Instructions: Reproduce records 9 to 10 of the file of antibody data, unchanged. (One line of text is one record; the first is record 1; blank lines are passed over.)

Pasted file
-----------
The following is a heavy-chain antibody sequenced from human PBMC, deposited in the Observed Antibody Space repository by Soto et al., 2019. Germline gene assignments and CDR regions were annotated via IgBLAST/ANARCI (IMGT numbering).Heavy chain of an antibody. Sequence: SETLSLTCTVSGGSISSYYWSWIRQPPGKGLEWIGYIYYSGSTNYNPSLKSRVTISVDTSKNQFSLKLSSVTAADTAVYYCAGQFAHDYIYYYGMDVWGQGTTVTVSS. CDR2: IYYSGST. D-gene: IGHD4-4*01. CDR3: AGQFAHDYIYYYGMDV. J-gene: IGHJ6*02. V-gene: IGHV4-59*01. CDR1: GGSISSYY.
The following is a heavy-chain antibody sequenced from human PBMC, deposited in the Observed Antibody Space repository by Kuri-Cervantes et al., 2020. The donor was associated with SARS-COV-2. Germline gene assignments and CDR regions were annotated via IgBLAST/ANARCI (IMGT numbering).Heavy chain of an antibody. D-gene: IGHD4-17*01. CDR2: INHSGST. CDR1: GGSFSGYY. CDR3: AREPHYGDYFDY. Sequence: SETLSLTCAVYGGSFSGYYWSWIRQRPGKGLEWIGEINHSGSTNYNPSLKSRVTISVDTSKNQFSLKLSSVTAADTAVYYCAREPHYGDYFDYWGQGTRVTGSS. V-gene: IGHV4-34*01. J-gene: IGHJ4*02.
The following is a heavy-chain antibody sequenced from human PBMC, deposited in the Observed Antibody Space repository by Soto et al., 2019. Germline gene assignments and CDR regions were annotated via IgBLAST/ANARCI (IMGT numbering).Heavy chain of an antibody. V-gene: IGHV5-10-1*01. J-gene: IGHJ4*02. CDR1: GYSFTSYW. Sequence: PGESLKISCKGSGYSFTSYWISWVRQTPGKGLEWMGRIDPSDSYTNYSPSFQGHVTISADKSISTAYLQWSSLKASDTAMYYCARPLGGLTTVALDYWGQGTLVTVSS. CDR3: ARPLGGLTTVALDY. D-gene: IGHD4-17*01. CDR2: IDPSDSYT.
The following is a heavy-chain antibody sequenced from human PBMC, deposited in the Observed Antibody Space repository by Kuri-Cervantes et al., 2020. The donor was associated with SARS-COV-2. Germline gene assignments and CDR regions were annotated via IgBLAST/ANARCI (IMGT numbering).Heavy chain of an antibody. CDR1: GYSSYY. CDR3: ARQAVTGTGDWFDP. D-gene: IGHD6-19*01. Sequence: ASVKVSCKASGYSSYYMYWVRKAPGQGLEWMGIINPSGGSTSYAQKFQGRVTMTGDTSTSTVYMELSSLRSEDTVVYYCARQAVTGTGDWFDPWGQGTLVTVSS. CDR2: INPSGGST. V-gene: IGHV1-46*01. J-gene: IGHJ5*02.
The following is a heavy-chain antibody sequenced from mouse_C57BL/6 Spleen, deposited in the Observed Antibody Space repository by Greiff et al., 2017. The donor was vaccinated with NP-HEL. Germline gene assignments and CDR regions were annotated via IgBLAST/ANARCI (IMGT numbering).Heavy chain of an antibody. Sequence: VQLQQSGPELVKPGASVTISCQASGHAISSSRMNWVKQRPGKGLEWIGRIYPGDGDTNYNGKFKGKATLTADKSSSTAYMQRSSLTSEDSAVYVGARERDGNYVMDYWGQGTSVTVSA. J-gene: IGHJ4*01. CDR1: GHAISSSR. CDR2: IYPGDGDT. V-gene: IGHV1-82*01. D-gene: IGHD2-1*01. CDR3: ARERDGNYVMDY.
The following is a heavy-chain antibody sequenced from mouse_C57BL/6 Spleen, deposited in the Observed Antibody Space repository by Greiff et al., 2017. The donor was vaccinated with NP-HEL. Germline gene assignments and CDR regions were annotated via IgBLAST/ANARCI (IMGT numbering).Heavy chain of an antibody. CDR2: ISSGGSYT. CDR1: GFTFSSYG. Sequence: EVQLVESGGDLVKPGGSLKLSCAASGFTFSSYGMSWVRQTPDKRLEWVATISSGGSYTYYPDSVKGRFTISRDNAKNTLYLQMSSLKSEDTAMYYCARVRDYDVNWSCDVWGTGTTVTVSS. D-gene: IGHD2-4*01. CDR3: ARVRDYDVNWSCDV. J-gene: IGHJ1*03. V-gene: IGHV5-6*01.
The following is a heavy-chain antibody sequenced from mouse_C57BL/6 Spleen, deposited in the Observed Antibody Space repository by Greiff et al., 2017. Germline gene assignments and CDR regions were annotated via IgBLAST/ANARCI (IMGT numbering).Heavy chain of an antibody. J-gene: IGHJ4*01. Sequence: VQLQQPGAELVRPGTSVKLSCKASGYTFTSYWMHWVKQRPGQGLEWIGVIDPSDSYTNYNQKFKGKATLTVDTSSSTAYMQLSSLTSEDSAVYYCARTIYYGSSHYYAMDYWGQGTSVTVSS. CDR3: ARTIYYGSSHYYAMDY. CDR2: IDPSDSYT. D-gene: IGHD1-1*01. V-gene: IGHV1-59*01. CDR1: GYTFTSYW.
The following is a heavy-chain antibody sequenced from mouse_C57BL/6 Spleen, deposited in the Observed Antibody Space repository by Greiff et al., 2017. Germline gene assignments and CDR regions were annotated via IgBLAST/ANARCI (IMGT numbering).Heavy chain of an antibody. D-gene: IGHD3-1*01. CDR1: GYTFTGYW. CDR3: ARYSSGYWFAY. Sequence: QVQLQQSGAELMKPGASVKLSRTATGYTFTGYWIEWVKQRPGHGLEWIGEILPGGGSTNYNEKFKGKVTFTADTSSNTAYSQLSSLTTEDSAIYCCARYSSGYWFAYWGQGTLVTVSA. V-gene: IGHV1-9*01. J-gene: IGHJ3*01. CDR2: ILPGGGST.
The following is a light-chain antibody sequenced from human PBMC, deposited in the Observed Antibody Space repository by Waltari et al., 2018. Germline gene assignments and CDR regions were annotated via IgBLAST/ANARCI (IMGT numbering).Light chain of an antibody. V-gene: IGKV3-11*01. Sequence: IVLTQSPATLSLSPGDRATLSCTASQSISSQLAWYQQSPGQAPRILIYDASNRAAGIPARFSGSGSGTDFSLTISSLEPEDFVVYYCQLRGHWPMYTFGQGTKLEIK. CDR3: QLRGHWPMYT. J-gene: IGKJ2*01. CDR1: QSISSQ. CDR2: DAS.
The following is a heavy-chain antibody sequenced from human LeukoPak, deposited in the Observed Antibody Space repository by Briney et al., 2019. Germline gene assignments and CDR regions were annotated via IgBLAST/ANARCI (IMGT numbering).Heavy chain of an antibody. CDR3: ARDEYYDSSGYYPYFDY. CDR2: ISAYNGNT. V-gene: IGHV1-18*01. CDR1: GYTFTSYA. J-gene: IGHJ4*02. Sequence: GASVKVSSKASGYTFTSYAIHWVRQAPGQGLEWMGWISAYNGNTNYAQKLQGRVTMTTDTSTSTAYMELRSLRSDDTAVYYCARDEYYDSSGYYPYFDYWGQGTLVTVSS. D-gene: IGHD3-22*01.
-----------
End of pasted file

The following is a light-chain antibody sequenced from human PBMC, deposited in the Observed Antibody Space repository by Waltari et al., 2018. Germline gene assignments and CDR regions were annotated via IgBLAST/ANARCI (IMGT numbering).Light chain of an antibody. V-gene: IGKV3-11*01. Sequence: IVLTQSPATLSLSPGDRATLSCTASQSISSQLAWYQQSPGQAPRILIYDASNRAAGIPARFSGSGSGTDFSLTISSLEPEDFVVYYCQLRGHWPMYTFGQGTKLEIK. CDR3: QLRGHWPMYT. J-gene: IGKJ2*01. CDR1: QSISSQ. CDR2: DAS.
The following is a heavy-chain antibody sequenced from human LeukoPak, deposited in the Observed Antibody Space repository by Briney et al., 2019. Germline gene assignments and CDR regions were annotated via IgBLAST/ANARCI (IMGT numbering).Heavy chain of an antibody. CDR3: ARDEYYDSSGYYPYFDY. CDR2: ISAYNGNT. V-gene: IGHV1-18*01. CDR1: GYTFTSYA. J-gene: IGHJ4*02. Sequence: GASVKVSSKASGYTFTSYAIHWVRQAPGQGLEWMGWISAYNGNTNYAQKLQGRVTMTTDTSTSTAYMELRSLRSDDTAVYYCARDEYYDSSGYYPYFDYWGQGTLVTVSS. D-gene: IGHD3-22*01.